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Archive for September, 2017

“So that we ourselves glory in you in the churches of God for your patience and faith in all your persecutions and tribulations that ye endure:  Which is a manifest token of the righteous judgment of God, that ye may be counted worthy of the kingdom of God, for which ye also suffer” (2 Thess. 1:4,5)

What is Paul saying here? That persecution and tribulation are a sign of the righteous judgment of God? Does that mean that as we declare the righteous judgment of God on a sinful people, that we will suffer persecution?

There’s another scripture that comes to mind: “Yea, and all that will live godly in Christ Jesus shall suffer persecution.” (2 Timothy 3:12)

Am I hearing this right? If you are walking in the Lord the way you are supposed to and declaring the difference between sin and righteousness, then you are going to have trouble. Why? Because people do not want to be told that they have to give up their sin, their pride, and their lusts. The world does not want to hear that there is a burning Hell. They would prefer to gloss over that little detail. And if you remind them of it, they will call you a judgmental legalist who preaches hate, and will persecute you as a result.

If you persist, you will find that you won’t make many friends.
If you are a pastor, you will find that many of your congregation will leave.
If you’re a Christian, what other choice do you have?

If we are easy going Christians – we make no waves, we cause no controversy, we never rock the boat or shake up the Church, we’re just really nice guys – then of course everyone will like us. I can think of a bunch of folks I know that everybody loves. Gosh, they’re so much fun to be around and they always make you feel happy when you’re around them. They never get into arguments or heated debates. It seems they would be the epitome of what we should strive to be like. Or is it just that they never take a stand for righteousness?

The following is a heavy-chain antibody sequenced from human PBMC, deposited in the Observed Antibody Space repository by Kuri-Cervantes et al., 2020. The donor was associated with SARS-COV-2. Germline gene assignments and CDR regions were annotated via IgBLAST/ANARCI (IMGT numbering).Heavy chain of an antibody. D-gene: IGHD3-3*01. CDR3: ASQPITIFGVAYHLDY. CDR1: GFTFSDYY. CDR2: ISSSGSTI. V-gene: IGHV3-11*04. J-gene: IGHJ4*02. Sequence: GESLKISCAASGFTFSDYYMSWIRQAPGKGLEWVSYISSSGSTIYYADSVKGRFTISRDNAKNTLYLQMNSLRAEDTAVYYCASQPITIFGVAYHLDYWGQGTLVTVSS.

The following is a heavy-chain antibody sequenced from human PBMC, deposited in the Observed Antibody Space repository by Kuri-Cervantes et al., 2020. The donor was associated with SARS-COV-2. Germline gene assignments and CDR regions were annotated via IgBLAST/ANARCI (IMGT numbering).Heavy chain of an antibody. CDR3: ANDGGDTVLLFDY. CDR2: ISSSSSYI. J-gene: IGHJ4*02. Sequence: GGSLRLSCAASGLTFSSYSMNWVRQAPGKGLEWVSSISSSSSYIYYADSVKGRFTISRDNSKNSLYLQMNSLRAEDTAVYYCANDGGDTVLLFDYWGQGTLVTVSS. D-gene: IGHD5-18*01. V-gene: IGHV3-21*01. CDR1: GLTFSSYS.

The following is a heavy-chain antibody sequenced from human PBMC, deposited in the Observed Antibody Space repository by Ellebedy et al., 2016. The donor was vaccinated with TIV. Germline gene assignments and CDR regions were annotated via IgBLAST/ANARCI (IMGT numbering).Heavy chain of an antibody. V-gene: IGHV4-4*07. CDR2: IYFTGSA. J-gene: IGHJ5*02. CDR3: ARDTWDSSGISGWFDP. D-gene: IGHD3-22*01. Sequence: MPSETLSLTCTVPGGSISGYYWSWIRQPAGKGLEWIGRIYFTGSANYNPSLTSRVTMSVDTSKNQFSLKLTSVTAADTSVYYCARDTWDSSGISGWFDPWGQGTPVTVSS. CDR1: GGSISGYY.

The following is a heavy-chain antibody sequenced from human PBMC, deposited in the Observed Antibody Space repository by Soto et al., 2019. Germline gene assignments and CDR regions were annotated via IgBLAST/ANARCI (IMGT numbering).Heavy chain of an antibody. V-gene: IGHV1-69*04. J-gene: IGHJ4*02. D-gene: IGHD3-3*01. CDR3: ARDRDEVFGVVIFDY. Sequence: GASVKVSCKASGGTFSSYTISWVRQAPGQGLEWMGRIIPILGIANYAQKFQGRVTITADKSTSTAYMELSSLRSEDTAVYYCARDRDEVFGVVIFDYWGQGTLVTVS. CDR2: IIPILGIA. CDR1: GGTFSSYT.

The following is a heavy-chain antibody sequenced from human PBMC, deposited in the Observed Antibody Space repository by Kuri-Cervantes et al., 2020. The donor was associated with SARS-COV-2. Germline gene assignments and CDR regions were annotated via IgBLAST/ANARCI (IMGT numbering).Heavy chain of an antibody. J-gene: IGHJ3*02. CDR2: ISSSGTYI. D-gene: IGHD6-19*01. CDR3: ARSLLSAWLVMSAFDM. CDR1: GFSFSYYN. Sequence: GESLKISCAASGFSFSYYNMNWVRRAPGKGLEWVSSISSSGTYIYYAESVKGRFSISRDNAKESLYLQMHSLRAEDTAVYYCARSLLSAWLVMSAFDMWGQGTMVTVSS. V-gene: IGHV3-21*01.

Avoiding arguments is good. Doctrinal debates can go round and round and never get anywhere, but what about judgment? What about declaring the righteousness of God? Is that just supposed to be a personal matter, or are we supposed to declare that which is right and that which is sin?

This wouldn’t be a big deal except for one thing – there’s a burning Hell. It Is real, it is eternal, and once you cross into eternity, there is no coming back. That, as they say, is the game-changer. People may not want to hear you tell them about Hell, but what is your responsibility?

Proverbs 24:11,12 tells us,

“If thou forbear to deliver them that are drawn unto death, and those that are ready to be slain; If thou sayest, Behold, we knew it not; doth not he that pondereth the heart consider it? and he that keepeth thy soul, doth not he know it? And shall not he render to every man according to his works?”

This life is not about having fun and enjoying the world, prospering and making money, or attaining to stature and fame – it’s about escaping the pits of Hell and getting into Heaven.

If that is so, why would you NOT warn people about Hell? Who cares if they don’t like it? Penn of the Penn & Teller Vegas show, a confirmed atheist, once asked, “If you truly believe the Bible, how much hate must you have for someone to not tell them about Hell?

They didn’t crucify Christ because He preached Love. They killed Him because He told them to repent.